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    You need the fireplace make and model first. Then get the listed instructions which will include the part# for the listed firestop and pick that up if possible-one per ceiling. In the attic, it goes flush with the tops of the joists while lower levels it goes flush with the ceiling. This component is only about 16" square. To block off the rest of that big opening requires "fireblocking" which is described in your building code. It can be a lot of materials but 3/4" plywood is very common as is sheetmetal if properly supported and secured. This same stuff must be used to block off the chase from that "soffit/ crawlspace".

    Inside the chase, I recommend thin structural panels such as Thermo-Ply or Thermo-Sheath. This stuff can be cut and rolled a bit to squeeze it into tight places. I use roofing nails and secure seams with either foil tape listed to UL 181 a/b-FX or duct sealing mastic. If your ext. sheathing is vinyl siding, it can be removed to allow a large access cut into the chase, seal things up, then seal the access hatch and work your way out to the yard then replace the siding.
    hth

  5. #5
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    I run into this all the time, Building inspectors and contractors need to pick up the slack. so many chases are build with nothing but framing. Hearthman hit the nail on the head, it's a sucky job, but well worth it.

  6. #6
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    Thread Starter
    This is what I'm dealing with
    https://www.dropbox.com/sc/m31t63n5l03416d/yX0GpVzie8

    As you can see the chase is open to the attic with nothing more than a 2x4 holding back the insulation from falling down into it. I looked down into it again and there is definitely no firestops in it. In fact I can actually see pink insulation at the bottom of the chase on the flue itself. Also, I noticed there is some insulation on the main wall of the house but it doesn't appear to be secured very well. I did notice that there appears to be a "ladder" (the word ladder being loosely used) going down so I may be able to reinforce it and get down into it and back up and out. I'm not understanding your "get the model number of the fireplace" comment as I wasn't aware a fireplace like this had a model number. Can I still insulate the outer 3 walls of the chase? I will still be building/installing firestops now that I'm aware they don't exist. I wil apparently need to either seal off the chase from the attic or at least build up a ledge to keep from having more insulation fall down and in.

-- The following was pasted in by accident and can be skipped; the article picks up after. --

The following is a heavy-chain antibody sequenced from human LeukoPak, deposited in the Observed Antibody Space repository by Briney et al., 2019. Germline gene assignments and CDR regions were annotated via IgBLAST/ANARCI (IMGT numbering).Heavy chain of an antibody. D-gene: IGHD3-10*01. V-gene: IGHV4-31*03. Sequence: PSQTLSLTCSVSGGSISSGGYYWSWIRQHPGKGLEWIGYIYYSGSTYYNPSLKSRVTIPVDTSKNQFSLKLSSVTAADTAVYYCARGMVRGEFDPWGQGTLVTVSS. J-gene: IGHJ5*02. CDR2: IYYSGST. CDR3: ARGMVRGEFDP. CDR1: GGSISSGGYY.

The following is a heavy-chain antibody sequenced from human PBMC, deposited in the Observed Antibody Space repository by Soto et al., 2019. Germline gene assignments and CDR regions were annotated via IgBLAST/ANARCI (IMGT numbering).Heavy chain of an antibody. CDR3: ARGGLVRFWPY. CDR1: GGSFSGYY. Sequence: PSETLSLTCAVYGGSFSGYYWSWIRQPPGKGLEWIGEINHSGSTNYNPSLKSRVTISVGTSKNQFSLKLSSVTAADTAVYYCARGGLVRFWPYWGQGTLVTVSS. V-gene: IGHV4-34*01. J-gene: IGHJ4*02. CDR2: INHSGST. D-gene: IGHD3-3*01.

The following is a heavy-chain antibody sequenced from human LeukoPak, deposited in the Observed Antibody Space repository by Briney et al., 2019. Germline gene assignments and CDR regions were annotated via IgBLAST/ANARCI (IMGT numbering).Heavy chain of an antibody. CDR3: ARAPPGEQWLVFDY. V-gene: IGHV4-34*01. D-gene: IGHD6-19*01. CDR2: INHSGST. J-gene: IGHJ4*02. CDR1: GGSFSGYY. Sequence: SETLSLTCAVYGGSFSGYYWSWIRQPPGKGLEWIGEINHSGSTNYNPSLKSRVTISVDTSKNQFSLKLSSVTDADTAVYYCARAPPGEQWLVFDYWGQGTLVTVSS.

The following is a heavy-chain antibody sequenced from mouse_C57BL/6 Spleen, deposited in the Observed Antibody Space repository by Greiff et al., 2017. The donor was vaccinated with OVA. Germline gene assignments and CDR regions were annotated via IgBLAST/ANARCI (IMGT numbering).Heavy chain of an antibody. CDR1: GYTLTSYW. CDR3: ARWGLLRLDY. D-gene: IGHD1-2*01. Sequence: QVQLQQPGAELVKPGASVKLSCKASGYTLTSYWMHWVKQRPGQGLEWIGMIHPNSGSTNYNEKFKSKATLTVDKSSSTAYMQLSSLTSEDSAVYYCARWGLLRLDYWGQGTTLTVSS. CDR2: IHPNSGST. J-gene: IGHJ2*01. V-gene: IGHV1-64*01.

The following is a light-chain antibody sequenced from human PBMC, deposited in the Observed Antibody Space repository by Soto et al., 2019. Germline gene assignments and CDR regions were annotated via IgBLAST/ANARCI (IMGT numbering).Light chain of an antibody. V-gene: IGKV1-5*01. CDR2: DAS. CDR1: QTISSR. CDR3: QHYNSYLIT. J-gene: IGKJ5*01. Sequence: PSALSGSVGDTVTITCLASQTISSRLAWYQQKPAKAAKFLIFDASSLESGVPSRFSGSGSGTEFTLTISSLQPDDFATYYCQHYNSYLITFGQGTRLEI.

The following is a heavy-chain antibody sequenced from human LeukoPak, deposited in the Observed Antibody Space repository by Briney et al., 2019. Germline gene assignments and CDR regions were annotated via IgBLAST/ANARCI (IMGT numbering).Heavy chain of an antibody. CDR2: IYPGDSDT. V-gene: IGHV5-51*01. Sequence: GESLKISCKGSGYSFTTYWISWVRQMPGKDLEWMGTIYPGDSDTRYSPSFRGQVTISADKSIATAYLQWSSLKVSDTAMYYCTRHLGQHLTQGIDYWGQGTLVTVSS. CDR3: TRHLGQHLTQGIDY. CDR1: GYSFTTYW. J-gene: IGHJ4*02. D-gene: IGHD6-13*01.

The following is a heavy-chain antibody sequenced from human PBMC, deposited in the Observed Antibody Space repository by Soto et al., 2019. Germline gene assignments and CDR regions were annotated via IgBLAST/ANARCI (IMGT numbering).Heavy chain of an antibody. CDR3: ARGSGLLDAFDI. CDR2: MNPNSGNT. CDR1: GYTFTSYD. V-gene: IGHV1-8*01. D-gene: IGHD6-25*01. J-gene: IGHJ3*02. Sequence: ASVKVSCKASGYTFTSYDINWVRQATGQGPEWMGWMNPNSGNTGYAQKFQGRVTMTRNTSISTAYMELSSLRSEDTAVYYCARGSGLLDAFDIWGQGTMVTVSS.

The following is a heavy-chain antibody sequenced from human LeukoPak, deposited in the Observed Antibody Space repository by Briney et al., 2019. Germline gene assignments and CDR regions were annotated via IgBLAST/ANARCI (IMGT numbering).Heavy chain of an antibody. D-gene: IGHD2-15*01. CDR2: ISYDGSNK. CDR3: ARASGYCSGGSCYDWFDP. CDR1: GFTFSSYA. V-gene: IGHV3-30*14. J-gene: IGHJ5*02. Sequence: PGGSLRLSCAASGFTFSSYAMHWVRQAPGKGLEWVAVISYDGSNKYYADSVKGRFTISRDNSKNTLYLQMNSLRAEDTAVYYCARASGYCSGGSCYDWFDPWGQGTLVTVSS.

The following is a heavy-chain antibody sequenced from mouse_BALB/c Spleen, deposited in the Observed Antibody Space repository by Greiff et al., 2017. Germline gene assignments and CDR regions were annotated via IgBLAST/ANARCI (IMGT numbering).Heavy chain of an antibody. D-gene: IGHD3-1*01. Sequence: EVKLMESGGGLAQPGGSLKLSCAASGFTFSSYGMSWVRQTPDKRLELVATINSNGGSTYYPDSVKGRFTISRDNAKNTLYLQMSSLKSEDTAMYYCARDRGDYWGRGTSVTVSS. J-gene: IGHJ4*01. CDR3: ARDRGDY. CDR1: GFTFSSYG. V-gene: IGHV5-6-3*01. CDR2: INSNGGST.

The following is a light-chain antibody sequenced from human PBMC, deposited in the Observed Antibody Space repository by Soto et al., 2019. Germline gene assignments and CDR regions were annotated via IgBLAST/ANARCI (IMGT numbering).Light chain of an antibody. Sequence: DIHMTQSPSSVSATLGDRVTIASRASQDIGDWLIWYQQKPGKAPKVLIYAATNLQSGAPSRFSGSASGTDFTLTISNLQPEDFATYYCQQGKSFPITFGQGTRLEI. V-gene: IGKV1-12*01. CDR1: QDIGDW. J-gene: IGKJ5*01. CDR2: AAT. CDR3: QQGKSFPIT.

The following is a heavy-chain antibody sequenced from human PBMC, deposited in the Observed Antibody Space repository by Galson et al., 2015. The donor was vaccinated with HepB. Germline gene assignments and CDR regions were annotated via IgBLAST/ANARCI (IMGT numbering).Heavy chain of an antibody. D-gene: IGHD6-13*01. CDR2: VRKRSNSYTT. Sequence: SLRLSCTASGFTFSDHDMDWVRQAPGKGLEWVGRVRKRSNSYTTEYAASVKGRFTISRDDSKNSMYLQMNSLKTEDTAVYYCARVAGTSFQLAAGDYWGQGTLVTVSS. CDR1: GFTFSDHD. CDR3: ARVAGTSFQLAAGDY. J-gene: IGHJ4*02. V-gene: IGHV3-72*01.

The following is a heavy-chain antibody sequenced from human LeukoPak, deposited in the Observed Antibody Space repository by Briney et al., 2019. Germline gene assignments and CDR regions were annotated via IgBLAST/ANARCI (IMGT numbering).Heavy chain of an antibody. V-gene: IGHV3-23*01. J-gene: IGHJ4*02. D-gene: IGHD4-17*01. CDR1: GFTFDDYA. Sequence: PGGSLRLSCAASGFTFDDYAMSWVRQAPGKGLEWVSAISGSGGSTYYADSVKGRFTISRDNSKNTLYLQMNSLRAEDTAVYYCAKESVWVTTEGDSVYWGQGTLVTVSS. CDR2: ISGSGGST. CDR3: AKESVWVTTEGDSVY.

7. #7
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    You can sheath over the attic framing to keep out insulation as the last thing. Inside the fireplace will be a metal tag or rating plate noting the mfr., model, serial #, mfr date, etc. You'll have to search around but its there. Any pics from outside, esp. chimney top and cap? Also pics inside fireplace? Those stickers on the chimney pipe will tell you the mfr. at least along with the clearance to combustibles (usually 2"). Yes, those walls can be insulated but air sealing more important and tougher to do. Call a pro

  8. #8
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    I'll look up the model number when I get home later tonight. I won't be able to get good pictures of the outside as I won't be getting home until after dark. Tomorrow will be the best time I can add those for reference. I'm hoping I can do all this with relative ease. My biggest thing is going to be climbing down the chase (I'm not a heights person). No matter what I need to get the insulation off the fireplace flue and the pieces that are beginning to fall down I need re-secured to the main wall.

  9. #9
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    Thread Starter
    Image of the outside of the fireplace.

    https://www.dropbox.com/s/lpeusces6f3ad0a/IMG_1745.JPG

  10. #10
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    Quote Originally Posted by hearthman View Post
    You can sheath over the attic framing to keep out insulation as the last thing. Inside the fireplace will be a metal tag or rating plate noting the mfr., model, serial #, mfr date, etc. You'll have to search around but its there. Any pics from outside, esp. chimney top and cap? Also pics inside fireplace? Those stickers on the chimney pipe will tell you the mfr. at least along with the clearance to combustibles (usually 2"). Yes, those walls can be insulated but air sealing more important and tougher to do. Call a pro
    What "pro" would you recommend? I have been calling around but it doesnt seem like anyone around here has done this before or is familiar with the code requirements of the chase. I purchased the home 1 month ago and have found that the fireplace chase is open to the attic and it is very hot in my living room and pantry that share that wall.

  11. #11
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    If your city has a building inspector call him or if not maybe a fire inspector city or state might help.

  12. #12
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    Not sure where you are located but a fireplace specialist who does more than just installing and servicing the fireplace should be able to advise or quote you on properly finishing the fireplace chase.